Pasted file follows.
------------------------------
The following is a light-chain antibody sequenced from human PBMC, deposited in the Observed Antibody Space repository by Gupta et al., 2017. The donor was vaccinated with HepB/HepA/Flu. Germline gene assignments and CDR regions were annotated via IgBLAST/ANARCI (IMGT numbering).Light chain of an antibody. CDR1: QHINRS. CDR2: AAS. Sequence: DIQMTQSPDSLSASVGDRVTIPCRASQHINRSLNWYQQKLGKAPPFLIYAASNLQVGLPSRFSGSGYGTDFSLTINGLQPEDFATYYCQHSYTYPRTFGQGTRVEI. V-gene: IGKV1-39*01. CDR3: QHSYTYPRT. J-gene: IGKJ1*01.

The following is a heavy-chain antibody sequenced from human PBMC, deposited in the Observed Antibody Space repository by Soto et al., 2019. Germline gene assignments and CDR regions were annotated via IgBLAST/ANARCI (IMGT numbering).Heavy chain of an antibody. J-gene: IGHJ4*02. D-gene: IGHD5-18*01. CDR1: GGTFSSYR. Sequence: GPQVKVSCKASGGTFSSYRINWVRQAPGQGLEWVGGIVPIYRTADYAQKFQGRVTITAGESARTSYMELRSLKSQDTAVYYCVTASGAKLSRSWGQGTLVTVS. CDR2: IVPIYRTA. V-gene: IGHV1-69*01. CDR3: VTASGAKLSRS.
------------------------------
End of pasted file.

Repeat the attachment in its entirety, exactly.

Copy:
The following is a light-chain antibody sequenced from human PBMC, deposited in the Observed Antibody Space repository by Gupta et al., 2017. The donor was vaccinated with HepB/HepA/Flu. Germline gene assignments and CDR regions were annotated via IgBLAST/ANARCI (IMGT numbering).Light chain of an antibody. CDR1: QHINRS. CDR2: AAS. Sequence: DIQMTQSPDSLSASVGDRVTIPCRASQHINRSLNWYQQKLGKAPPFLIYAASNLQVGLPSRFSGSGYGTDFSLTINGLQPEDFATYYCQHSYTYPRTFGQGTRVEI. V-gene: IGKV1-39*01. CDR3: QHSYTYPRT. J-gene: IGKJ1*01.

The following is a heavy-chain antibody sequenced from human PBMC, deposited in the Observed Antibody Space repository by Soto et al., 2019. Germline gene assignments and CDR regions were annotated via IgBLAST/ANARCI (IMGT numbering).Heavy chain of an antibody. J-gene: IGHJ4*02. D-gene: IGHD5-18*01. CDR1: GGTFSSYR. Sequence: GPQVKVSCKASGGTFSSYRINWVRQAPGQGLEWVGGIVPIYRTADYAQKFQGRVTITAGESARTSYMELRSLKSQDTAVYYCVTASGAKLSRSWGQGTLVTVS. CDR2: IVPIYRTA. V-gene: IGHV1-69*01. CDR3: VTASGAKLSRS.